Over the course of the past 20 years, Kaz (real name Kazimieras G. Prapuolenis) has made a name for himself by being gross. His long-running comic strip, Underworld, is chock-full of heroin junkies and petty thieves in dilapidated buildings, getting by however they can. His new book, Underworld: From Hoboken to Hollywood (Fantagraphics, 320 pages, $39.95), is the first complete collection of this work—with occasional notes from the author himself. We spoke to Kaz about his Jersey upbringing, the geopolitics of dark humor, and a certain fella who lives in a pineapple under the sea. JAMES HELMSWORTH.
WW: Underworld has such a distinctive, inner-city look. Is that based on places you've lived?
Kaz: I couldn't live there or I would be dead by now. But I grew up working-class poor in Hoboken. I've lived in Jersey City in tenement buildings, in poor neighborhoods. But it's also based on things I loved, like The Honeymooners or the old Abbott and Costello TV show, where they're living on the edge and not paying the rent.
Certainly the backgrounds are. I'm exaggerating, but certainly the peeling wallpaper. The floorboards are probably not that much of an exaggeration. The cartoon backgrounds, the buildings that you see are probably what I wish New York and New Jersey looked like, with a big clown head on top of a building.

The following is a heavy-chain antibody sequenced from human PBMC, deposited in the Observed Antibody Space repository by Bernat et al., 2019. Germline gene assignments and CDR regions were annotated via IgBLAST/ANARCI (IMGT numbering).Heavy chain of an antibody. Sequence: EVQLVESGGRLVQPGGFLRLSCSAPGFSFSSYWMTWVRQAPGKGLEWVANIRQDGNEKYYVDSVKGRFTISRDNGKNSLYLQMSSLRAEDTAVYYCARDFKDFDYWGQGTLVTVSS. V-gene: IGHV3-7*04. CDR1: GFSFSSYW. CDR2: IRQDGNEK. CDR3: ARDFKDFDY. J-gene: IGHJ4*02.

Was making a dark strip one of your goals?
I wanted it to be a humorous strip. Like, really gag-based: set up and punch line. The stuff that I was seeing in the daily papers based on that format was very, very lame. I knew that I had to be edgy. To make someone laugh who's seen it all, you have to push things.
I've been asked many times, "Why is your stuff so dark?" and all I can think of is, my parents are from Eastern Europe. When I was a kid, I remember seeing cartoons from Yugoslavia or Czechoslovakia where all the jokes were very, very dark, and I felt a kinship to that. People laughing at their struggles.
My brother is three years younger than me. And we were talking about getting punishment from our parents. Sometimes it was rather harsh and physical. And as we were talking about these whippings that we got, my wife at the time was like, "How can you laugh at that?" It's the only way we can deal with it!
I understand you work on SpongeBob SquarePants now. How's that going?
We're all adults working on a kids' show, so the jokes that fly around the room are quite adult and will never make it into the cartoon. For SpongeBob, I'll sit down and think, "How did I feel when I was a kid? What were my fears? My interests?" No drug jokes.
Go: Kaz appears at Floating World Comics, 400 NW Couch St., 241-0227, floatingworldcomics.com, on Friday, Feb. 12. 6 pm. Free.